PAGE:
What Kinds of Plants Grow in the Water Garden?
Some visitors probably expect to see water-lilies and other familiar aquatic plants floating on the pond of the Water Garden. But this water garden has a different focus: wetland plants—in particular, those that have adapted to living at the water’s edge, sometimes called the riparian zone.
“These are some of the most adaptive, flexible plants there are, and they’re really important in a wetland habitat," says Melanie Sifton, vice president of Horticulture at BBG. "Many help improve water quality, stabilize the soil and prevent erosion, and help direct water flow, all vital qualities for what we want to accomplish with this garden.”
Riparian plants don’t float on the surface. Instead, they grow along the shore in soil that may fluctuate from dry to waterlogged or even submerged at times. To handle different water levels, these plants have a variety of adaptations.
One of the biggest challenges riparian plants must overcome is the lack of oxygen available to their roots in waterlogged soil. Many of these plants have leaves and stems with specialized spongy tissue that allows air to circulate from the submerged roots to the parts of the plants that are above water.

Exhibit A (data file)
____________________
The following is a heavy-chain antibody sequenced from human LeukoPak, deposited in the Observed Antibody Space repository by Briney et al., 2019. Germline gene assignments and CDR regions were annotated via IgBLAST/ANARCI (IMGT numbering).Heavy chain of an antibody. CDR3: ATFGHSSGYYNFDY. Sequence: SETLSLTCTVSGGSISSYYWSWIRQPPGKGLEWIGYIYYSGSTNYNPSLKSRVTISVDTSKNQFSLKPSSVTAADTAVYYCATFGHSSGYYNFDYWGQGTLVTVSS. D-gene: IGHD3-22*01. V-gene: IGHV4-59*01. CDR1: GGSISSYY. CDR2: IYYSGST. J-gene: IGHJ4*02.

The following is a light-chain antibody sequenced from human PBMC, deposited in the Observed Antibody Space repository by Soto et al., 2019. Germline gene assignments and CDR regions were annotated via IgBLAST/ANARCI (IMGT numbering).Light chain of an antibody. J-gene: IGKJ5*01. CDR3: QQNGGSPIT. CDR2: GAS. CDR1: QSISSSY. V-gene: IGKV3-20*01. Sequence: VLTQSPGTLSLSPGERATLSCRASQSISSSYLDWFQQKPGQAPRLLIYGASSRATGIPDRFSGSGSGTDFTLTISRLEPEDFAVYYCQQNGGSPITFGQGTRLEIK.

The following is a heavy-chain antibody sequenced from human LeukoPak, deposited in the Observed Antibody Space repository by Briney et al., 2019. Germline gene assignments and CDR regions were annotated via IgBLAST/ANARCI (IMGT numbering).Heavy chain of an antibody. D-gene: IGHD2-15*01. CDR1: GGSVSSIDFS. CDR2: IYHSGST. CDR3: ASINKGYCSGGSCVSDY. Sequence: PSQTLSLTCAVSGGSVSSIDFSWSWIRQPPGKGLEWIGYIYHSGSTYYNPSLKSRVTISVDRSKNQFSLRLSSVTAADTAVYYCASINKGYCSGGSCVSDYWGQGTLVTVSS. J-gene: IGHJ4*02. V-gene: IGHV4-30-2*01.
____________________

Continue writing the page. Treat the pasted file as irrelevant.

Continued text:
The garden was designed to conserve and manage water, and the plants here also serve ecological functions that can contribute to urban sustainability. Many help filter the water and hold the soil in place.
So if you look along the edge of the garden’s pond and stream, you’ll see a lush border of riparian plants that are not only lovely to behold but also hard-working and tough.
Here are a few highlights.
Rushes (Juncus species) and Sedges (Carex species)
These green plants resemble grasses and don’t mind having “wet feet.” There are a variety of both genuses along the pond and stream here. Rushes have round, stiff stems; sedge stems usually have three flat sides. Rushes and sedges help filter the water and provide a lush backdrop for some of the more ornamental flowering plants.
Pink Turtlehead ‘Hot Lips’ (Chelone lyonii ‘Hot Lips’)
This cultivar of an eastern native found along streams and bogs likes saturated soils. The flowers, in bloom now, are thought to look like open-mouthed turtles.
Black Tupelo (Nyssa sylvatica)
A native tree found in wooded wetland areas, black tupelo can tolerate a wide range of conditions, from standing water to dry, droughty soils. It has beautiful autumn foliage—you can already see some of the leaves starting to turn reddish orange.
Chestnut-Leaved Rodgersia (Rodgersia aesculifolia)
This wetland plant loves moist soil and shade, and its leaves look like those of a horse chestnut tree.
Hardy Hibiscus ‘Lord Baltimore’ (Hibiscus hybrid)
A cross of three native hibiscus species, this big red-flowered shrub also likes to grow in low, wet areas. Hardy hibiscus is one of several mallow family members in bloom right now—look for rose-of-Sharon and rose-mallow plants nearby. Their presence in the Water Garden compliments the existing mallow collection along the path to the Children’s Garden.